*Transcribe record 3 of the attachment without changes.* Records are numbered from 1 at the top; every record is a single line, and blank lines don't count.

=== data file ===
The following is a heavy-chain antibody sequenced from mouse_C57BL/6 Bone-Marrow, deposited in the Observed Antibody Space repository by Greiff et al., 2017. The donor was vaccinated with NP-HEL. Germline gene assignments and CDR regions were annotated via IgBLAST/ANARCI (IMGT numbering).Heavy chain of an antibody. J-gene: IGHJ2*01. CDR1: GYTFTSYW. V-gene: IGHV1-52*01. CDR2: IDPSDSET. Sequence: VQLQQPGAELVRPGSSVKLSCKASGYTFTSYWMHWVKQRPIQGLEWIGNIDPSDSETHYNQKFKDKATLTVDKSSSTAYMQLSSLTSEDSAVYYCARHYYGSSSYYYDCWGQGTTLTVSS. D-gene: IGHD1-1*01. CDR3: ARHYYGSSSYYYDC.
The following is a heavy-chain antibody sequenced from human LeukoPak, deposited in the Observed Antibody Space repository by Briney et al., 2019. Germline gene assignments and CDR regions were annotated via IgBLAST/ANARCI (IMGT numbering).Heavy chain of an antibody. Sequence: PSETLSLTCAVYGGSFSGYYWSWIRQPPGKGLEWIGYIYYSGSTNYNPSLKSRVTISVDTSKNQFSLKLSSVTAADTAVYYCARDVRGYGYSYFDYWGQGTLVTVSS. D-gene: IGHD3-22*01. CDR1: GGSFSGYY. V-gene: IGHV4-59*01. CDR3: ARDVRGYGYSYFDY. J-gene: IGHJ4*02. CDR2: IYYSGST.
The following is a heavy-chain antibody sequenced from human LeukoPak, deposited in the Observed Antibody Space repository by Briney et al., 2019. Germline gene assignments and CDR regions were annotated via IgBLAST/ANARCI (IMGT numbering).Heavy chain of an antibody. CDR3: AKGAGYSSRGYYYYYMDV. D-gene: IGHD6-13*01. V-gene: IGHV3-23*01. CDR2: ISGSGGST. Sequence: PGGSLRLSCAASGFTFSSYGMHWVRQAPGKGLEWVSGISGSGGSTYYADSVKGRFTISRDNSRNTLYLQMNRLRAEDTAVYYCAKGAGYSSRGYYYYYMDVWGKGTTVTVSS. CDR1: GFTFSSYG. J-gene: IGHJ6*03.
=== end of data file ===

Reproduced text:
The following is a heavy-chain antibody sequenced from human LeukoPak, deposited in the Observed Antibody Space repository by Briney et al., 2019. Germline gene assignments and CDR regions were annotated via IgBLAST/ANARCI (IMGT numbering).Heavy chain of an antibody. CDR3: AKGAGYSSRGYYYYYMDV. D-gene: IGHD6-13*01. V-gene: IGHV3-23*01. CDR2: ISGSGGST. Sequence: PGGSLRLSCAASGFTFSSYGMHWVRQAPGKGLEWVSGISGSGGSTYYADSVKGRFTISRDNSRNTLYLQMNRLRAEDTAVYYCAKGAGYSSRGYYYYYMDVWGKGTTVTVSS. CDR1: GFTFSSYG. J-gene: IGHJ6*03.